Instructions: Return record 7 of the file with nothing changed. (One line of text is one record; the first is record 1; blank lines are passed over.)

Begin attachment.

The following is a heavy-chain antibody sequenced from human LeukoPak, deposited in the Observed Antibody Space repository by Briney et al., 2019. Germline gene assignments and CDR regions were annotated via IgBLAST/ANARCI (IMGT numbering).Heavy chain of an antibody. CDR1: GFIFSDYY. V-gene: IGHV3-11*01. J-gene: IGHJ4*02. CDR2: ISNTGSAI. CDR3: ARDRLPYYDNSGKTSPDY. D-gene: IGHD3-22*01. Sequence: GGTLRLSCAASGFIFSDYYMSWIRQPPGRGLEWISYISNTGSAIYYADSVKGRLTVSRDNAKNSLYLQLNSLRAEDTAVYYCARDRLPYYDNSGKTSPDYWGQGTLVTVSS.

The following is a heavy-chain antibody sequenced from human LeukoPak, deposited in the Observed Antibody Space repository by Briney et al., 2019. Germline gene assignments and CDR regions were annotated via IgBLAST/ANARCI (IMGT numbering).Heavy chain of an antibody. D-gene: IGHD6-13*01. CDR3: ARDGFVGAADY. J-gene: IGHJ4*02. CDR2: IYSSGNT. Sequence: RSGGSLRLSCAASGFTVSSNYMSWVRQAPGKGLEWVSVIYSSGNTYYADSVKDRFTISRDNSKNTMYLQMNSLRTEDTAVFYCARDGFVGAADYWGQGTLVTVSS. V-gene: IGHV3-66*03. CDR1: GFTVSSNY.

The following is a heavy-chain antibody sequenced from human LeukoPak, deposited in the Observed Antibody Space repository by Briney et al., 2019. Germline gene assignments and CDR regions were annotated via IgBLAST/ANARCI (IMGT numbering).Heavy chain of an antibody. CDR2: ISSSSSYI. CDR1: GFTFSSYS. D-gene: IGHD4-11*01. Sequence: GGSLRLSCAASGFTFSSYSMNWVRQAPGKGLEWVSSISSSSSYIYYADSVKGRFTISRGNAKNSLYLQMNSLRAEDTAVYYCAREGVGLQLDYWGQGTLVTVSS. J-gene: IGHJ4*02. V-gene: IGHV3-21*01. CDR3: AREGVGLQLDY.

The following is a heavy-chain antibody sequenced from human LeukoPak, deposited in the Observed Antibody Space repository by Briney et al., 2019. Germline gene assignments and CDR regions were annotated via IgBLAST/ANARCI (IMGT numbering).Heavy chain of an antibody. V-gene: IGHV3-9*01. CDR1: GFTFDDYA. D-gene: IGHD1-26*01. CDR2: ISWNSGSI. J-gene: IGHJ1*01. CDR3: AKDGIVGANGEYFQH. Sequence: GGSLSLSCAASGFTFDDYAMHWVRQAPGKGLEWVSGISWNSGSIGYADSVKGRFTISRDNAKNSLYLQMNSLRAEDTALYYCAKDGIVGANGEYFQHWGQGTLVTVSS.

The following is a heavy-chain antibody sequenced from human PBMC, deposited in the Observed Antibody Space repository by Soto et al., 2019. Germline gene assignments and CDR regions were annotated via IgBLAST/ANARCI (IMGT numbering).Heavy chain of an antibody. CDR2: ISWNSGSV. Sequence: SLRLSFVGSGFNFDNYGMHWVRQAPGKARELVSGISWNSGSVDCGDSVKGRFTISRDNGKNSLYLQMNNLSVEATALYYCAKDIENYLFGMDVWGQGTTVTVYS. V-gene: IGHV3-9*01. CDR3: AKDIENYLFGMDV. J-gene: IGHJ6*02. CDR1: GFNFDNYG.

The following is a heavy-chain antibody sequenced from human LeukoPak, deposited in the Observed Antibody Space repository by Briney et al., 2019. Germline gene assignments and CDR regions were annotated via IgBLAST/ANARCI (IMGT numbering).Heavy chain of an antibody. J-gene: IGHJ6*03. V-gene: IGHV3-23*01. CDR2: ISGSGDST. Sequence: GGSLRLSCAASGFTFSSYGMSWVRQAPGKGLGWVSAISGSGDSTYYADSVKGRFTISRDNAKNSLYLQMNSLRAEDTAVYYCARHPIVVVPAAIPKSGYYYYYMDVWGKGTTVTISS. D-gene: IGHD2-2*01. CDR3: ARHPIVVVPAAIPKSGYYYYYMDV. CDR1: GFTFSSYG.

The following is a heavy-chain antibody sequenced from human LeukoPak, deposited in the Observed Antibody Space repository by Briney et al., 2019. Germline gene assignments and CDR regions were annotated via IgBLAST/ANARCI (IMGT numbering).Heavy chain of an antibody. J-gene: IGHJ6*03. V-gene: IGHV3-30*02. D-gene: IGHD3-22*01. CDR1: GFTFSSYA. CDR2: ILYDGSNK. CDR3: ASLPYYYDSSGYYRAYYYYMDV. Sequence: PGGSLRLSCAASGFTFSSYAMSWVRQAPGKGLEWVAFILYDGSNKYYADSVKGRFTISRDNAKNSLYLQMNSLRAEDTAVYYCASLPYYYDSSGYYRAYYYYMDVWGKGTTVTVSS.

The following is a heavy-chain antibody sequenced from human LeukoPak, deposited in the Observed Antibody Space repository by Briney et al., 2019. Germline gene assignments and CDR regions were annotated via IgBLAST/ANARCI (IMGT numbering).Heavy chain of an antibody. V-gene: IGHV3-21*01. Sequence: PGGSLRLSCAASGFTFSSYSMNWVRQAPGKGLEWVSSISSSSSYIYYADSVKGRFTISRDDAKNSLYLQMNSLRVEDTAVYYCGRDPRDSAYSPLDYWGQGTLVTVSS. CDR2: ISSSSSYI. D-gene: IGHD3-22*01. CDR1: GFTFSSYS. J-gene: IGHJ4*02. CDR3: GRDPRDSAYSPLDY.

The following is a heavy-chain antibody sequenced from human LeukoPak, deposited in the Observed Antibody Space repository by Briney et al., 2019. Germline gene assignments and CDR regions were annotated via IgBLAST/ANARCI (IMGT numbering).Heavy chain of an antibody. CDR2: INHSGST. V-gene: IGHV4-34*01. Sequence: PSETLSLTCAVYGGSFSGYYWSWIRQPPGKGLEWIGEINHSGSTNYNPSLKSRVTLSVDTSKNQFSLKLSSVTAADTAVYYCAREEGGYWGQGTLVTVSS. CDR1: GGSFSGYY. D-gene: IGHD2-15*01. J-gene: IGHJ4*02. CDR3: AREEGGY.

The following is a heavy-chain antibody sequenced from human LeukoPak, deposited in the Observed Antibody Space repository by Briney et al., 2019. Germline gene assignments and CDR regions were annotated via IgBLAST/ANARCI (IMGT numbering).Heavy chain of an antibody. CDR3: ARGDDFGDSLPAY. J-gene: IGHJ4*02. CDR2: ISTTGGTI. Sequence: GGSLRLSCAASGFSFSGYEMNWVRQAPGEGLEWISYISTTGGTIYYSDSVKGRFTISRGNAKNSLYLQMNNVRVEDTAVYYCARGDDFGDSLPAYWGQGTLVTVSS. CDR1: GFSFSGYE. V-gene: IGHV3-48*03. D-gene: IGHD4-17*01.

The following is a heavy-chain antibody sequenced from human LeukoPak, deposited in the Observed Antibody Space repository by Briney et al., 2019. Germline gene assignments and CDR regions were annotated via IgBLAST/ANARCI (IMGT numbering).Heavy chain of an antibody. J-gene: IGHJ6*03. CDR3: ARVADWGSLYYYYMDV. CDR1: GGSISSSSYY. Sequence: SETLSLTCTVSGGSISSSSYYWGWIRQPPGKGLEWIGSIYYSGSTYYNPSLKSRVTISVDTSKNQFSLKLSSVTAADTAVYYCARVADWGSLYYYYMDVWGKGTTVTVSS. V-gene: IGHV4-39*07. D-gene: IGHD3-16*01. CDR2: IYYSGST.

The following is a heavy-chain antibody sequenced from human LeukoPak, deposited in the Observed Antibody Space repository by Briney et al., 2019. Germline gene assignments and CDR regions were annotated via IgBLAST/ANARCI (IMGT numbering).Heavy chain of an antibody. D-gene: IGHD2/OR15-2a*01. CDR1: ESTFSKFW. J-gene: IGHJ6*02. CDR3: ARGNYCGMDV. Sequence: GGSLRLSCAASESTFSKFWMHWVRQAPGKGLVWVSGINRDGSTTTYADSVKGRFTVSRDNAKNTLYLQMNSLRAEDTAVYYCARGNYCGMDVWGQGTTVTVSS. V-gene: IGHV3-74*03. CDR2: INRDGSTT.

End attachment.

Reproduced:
The following is a heavy-chain antibody sequenced from human LeukoPak, deposited in the Observed Antibody Space repository by Briney et al., 2019. Germline gene assignments and CDR regions were annotated via IgBLAST/ANARCI (IMGT numbering).Heavy chain of an antibody. J-gene: IGHJ6*03. V-gene: IGHV3-30*02. D-gene: IGHD3-22*01. CDR1: GFTFSSYA. CDR2: ILYDGSNK. CDR3: ASLPYYYDSSGYYRAYYYYMDV. Sequence: PGGSLRLSCAASGFTFSSYAMSWVRQAPGKGLEWVAFILYDGSNKYYADSVKGRFTISRDNAKNSLYLQMNSLRAEDTAVYYCASLPYYYDSSGYYRAYYYYMDVWGKGTTVTVSS.